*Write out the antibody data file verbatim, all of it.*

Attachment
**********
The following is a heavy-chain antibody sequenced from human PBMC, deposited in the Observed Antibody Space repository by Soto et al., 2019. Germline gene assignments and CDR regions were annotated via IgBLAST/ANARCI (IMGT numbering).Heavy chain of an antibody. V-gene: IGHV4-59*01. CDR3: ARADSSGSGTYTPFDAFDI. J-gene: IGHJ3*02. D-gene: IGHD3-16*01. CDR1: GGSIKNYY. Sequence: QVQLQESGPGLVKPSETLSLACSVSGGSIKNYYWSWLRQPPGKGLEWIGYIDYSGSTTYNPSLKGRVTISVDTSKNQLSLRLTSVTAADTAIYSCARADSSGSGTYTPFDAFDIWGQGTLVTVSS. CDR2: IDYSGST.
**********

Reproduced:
The following is a heavy-chain antibody sequenced from human PBMC, deposited in the Observed Antibody Space repository by Soto et al., 2019. Germline gene assignments and CDR regions were annotated via IgBLAST/ANARCI (IMGT numbering).Heavy chain of an antibody. V-gene: IGHV4-59*01. CDR3: ARADSSGSGTYTPFDAFDI. J-gene: IGHJ3*02. D-gene: IGHD3-16*01. CDR1: GGSIKNYY. Sequence: QVQLQESGPGLVKPSETLSLACSVSGGSIKNYYWSWLRQPPGKGLEWIGYIDYSGSTTYNPSLKGRVTISVDTSKNQLSLRLTSVTAADTAIYSCARADSSGSGTYTPFDAFDIWGQGTLVTVSS. CDR2: IDYSGST.